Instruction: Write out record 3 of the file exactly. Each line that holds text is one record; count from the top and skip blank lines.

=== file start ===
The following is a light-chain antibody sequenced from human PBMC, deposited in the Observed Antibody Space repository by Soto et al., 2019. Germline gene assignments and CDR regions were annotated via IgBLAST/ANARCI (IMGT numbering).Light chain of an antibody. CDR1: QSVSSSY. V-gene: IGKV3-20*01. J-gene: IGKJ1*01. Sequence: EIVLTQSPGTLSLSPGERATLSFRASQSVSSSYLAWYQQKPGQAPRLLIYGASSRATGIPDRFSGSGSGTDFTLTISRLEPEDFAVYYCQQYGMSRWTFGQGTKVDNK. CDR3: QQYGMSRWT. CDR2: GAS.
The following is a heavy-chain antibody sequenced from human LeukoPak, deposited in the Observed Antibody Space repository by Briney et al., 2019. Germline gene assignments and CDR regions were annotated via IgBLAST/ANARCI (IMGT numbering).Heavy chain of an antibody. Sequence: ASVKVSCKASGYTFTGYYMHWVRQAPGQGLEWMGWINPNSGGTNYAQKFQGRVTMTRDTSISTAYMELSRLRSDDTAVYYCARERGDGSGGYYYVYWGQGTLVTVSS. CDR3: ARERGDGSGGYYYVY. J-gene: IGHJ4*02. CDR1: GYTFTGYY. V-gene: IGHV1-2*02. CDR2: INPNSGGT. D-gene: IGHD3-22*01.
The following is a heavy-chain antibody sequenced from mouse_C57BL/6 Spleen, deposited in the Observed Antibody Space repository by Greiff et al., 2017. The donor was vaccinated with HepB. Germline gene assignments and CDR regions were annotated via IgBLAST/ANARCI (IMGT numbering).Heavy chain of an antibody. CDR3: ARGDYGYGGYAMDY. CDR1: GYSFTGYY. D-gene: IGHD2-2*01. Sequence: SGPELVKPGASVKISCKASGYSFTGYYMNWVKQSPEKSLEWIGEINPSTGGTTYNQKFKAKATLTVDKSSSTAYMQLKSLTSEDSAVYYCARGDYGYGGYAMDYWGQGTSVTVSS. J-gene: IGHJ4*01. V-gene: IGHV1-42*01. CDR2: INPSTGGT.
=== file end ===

The following is a heavy-chain antibody sequenced from mouse_C57BL/6 Spleen, deposited in the Observed Antibody Space repository by Greiff et al., 2017. The donor was vaccinated with HepB. Germline gene assignments and CDR regions were annotated via IgBLAST/ANARCI (IMGT numbering).Heavy chain of an antibody. CDR3: ARGDYGYGGYAMDY. CDR1: GYSFTGYY. D-gene: IGHD2-2*01. Sequence: SGPELVKPGASVKISCKASGYSFTGYYMNWVKQSPEKSLEWIGEINPSTGGTTYNQKFKAKATLTVDKSSSTAYMQLKSLTSEDSAVYYCARGDYGYGGYAMDYWGQGTSVTVSS. J-gene: IGHJ4*01. V-gene: IGHV1-42*01. CDR2: INPSTGGT.